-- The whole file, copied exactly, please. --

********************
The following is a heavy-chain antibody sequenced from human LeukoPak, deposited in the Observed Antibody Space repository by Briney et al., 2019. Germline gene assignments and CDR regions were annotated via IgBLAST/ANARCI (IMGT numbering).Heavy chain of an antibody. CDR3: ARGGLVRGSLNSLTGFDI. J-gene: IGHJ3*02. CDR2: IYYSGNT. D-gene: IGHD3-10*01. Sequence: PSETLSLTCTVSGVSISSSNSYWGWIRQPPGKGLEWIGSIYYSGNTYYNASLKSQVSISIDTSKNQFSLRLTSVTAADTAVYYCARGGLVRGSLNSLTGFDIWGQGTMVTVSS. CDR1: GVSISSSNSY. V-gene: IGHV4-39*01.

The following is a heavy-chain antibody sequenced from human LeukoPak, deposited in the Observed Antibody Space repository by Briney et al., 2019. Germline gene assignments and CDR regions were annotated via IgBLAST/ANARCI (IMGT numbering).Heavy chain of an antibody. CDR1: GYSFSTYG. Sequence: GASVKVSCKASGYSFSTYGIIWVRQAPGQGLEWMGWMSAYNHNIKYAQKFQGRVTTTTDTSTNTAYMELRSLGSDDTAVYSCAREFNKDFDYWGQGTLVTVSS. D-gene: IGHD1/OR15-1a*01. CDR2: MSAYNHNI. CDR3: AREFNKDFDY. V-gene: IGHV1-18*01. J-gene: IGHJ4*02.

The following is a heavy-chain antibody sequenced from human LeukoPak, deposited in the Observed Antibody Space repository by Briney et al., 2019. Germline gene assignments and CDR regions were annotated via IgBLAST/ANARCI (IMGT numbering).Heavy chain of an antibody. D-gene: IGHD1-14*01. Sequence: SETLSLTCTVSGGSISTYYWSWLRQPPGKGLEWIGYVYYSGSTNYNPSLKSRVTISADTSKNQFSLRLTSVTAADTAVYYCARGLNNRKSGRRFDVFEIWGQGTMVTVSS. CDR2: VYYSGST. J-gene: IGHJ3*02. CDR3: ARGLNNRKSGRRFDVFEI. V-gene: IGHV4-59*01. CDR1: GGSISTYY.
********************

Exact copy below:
The following is a heavy-chain antibody sequenced from human LeukoPak, deposited in the Observed Antibody Space repository by Briney et al., 2019. Germline gene assignments and CDR regions were annotated via IgBLAST/ANARCI (IMGT numbering).Heavy chain of an antibody. CDR3: ARGGLVRGSLNSLTGFDI. J-gene: IGHJ3*02. CDR2: IYYSGNT. D-gene: IGHD3-10*01. Sequence: PSETLSLTCTVSGVSISSSNSYWGWIRQPPGKGLEWIGSIYYSGNTYYNASLKSQVSISIDTSKNQFSLRLTSVTAADTAVYYCARGGLVRGSLNSLTGFDIWGQGTMVTVSS. CDR1: GVSISSSNSY. V-gene: IGHV4-39*01.

The following is a heavy-chain antibody sequenced from human LeukoPak, deposited in the Observed Antibody Space repository by Briney et al., 2019. Germline gene assignments and CDR regions were annotated via IgBLAST/ANARCI (IMGT numbering).Heavy chain of an antibody. CDR1: GYSFSTYG. Sequence: GASVKVSCKASGYSFSTYGIIWVRQAPGQGLEWMGWMSAYNHNIKYAQKFQGRVTTTTDTSTNTAYMELRSLGSDDTAVYSCAREFNKDFDYWGQGTLVTVSS. D-gene: IGHD1/OR15-1a*01. CDR2: MSAYNHNI. CDR3: AREFNKDFDY. V-gene: IGHV1-18*01. J-gene: IGHJ4*02.

The following is a heavy-chain antibody sequenced from human LeukoPak, deposited in the Observed Antibody Space repository by Briney et al., 2019. Germline gene assignments and CDR regions were annotated via IgBLAST/ANARCI (IMGT numbering).Heavy chain of an antibody. D-gene: IGHD1-14*01. Sequence: SETLSLTCTVSGGSISTYYWSWLRQPPGKGLEWIGYVYYSGSTNYNPSLKSRVTISADTSKNQFSLRLTSVTAADTAVYYCARGLNNRKSGRRFDVFEIWGQGTMVTVSS. CDR2: VYYSGST. J-gene: IGHJ3*02. CDR3: ARGLNNRKSGRRFDVFEI. V-gene: IGHV4-59*01. CDR1: GGSISTYY.